Yes there is singing, like any typical children’s movie.  I didn’t mind the singing, I think there were actually only two numbers.  The opening song was brilliant, incredibly funny to watch, like the family who has a glowing kid, or the delivery guy who sings and does the splits at the end of the number and gets escorted down by the ankles (still in the splits) off O’Hare’s car.  I really enjoyed the song the Once-ler sung when he was becoming rich, I found it very bad-ass rock, and I enjoyed it choreography.  I loved Grammy Norma voiced by Golden Girl Betty White, she was so funny and cool, and sneaky like a ninja.  I totally loved her.  I also loved how the Lorax left the Once-ler, a beam of light from the heavens lifts the Lorax up and while he ascends he’s holding up his tail which raises his legs.  It’s hysterical, here we have this sort of biblical ascension reference, and the Lorax is lifting up his tail for support!  It’s so funny!

This film also had some very nice animation.  Nothing mind blowing, but it had some very unique facial expressions, totally fantastic and new.  Who knew you could manipulate the lips and jaw in that way?

I really enjoyed the Lorax, it had enjoyable characters, a good story, good comedy and those adorable little teddy bears.

Wrath of the Titans

Was there any hype for this movie?  When the first one was released we had spent a month being bombarded by the trailers.  I don’t recall seeing any trailers for Wrath in cinemas, but then truthfully I think I’ve only been to one, maybe two films since the beginning of the year, there seriously hasn’t been anything worth spending money to go see.  When my friends and I met up we realised that I was the only one in a group of four who had actually seen the trailer, and that was online and several months ago!  The only reason we went to see Wrath was because we all wanted a group outing, and it was Wrath of the Titans or 21 Jump Street, and no one wanted to see that!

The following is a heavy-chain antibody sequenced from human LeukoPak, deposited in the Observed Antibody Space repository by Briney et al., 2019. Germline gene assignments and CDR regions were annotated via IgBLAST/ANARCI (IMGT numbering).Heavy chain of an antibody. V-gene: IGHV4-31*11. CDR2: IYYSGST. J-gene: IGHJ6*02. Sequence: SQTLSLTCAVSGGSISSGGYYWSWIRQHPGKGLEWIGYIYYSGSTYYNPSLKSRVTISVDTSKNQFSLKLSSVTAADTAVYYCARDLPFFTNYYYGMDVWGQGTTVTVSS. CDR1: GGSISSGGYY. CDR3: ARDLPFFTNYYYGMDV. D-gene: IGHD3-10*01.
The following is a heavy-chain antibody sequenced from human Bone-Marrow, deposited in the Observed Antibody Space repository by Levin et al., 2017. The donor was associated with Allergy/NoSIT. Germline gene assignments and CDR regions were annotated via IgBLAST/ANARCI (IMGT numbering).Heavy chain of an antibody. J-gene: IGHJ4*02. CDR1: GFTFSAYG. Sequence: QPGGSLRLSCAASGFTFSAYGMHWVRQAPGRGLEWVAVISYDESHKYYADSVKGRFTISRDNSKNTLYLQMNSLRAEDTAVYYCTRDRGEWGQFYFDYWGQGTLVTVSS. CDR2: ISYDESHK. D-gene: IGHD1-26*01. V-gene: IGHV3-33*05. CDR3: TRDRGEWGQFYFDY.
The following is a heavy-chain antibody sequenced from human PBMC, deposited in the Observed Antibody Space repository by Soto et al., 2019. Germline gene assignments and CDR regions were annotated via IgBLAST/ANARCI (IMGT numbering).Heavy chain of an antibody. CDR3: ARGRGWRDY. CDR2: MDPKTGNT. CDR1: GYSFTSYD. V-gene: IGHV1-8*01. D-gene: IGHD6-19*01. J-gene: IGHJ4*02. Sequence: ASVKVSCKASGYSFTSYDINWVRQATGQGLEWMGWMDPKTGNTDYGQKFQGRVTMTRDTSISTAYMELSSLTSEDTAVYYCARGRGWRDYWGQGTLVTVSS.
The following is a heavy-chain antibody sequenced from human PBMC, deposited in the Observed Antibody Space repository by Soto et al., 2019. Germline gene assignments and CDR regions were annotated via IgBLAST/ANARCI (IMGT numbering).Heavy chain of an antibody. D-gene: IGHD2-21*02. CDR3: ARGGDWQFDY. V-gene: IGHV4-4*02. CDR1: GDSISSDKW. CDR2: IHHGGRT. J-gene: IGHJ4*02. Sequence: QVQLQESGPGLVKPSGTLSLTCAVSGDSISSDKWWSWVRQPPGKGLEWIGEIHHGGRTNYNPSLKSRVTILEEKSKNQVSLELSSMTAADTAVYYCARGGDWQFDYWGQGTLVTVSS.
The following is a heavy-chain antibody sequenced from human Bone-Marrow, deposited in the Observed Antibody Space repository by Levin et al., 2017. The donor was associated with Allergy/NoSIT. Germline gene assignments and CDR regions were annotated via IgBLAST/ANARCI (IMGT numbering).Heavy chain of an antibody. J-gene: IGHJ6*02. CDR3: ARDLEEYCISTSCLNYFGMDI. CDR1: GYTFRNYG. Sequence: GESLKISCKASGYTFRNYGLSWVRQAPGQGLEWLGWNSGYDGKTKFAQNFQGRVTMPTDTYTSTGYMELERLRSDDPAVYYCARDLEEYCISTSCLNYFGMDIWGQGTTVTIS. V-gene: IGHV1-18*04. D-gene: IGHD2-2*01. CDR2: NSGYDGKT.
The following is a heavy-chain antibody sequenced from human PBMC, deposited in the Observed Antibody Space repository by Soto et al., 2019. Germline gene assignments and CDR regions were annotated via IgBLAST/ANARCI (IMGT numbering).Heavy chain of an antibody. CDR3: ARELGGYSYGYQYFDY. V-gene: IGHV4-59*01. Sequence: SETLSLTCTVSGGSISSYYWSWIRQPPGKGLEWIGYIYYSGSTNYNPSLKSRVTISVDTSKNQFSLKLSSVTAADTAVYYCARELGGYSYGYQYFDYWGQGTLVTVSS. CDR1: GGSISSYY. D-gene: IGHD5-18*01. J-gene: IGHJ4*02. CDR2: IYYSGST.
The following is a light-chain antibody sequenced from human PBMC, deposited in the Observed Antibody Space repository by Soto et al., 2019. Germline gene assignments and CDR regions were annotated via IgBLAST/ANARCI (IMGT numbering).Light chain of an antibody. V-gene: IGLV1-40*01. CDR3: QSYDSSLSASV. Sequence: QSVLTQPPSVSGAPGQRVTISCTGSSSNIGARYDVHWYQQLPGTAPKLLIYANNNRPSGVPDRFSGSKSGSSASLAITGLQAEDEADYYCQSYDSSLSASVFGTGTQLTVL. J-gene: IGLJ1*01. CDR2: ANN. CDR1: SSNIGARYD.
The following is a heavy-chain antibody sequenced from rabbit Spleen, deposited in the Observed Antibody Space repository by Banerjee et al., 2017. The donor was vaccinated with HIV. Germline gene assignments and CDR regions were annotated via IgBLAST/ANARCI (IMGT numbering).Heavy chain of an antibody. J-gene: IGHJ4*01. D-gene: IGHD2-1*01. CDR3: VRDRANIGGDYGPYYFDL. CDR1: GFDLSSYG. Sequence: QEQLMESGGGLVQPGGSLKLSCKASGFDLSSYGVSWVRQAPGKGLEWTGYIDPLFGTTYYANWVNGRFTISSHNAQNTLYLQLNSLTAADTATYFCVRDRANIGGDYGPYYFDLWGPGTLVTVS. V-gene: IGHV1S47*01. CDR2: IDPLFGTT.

It wasn’t a bad film.  We were looking for some mindless entertainment and we got it. Wrath didn’t tax the brain too much and its special effects were just so cool it entertained us nicely, and Liam Neeson was in it, and I am seriously in love with him.  I must admit the minute they said that they had to defeat Kronos, I flashed to Percy Jackson and the Last Olympian, epic ending to the first series, epic book.  Kronos in Wrath is the kind of enemy you look at and scream ‘AW SHIT’ and run for your life!  How the hell is one supposed to defeat a giant walking volcano?  Well apparently Perseus can, on a Pegasus.  Shame that poor thing you won’t believe how many times I was afraid the horse’s wings were going to catch alight and fall to the ground burning? My sister became bothered by all the sand in the film, there was just so much of it being flung around, I just felt sorry for the poor soul who had to sit in front of the computer to animate and render it!  The only thing that really bothered us was the way the action was filmed.  Now I know hand held cameras that follow the action is all the range, but it was handled really badly in this film.  We had trouble seeing what was actually happening because there was too much motion blur, people spent too much time getting flung all over the place and we couldn’t see what was going on. It was particularly bad in the Labyrinth, too much falling and movement that the eye couldn’t track so the viewer had no clue what was going on and what they were seeing.  The whole point of cinema is being able to ‘see’ what is happening on the screen, so I hate an loathe with a passion hand held cameras, like the Bourne Films, I don’t watch them because I can’t follow/ ‘see’ what’s happening.

(PS these reviews are a tad old, I wrote them, and then forgot to post them)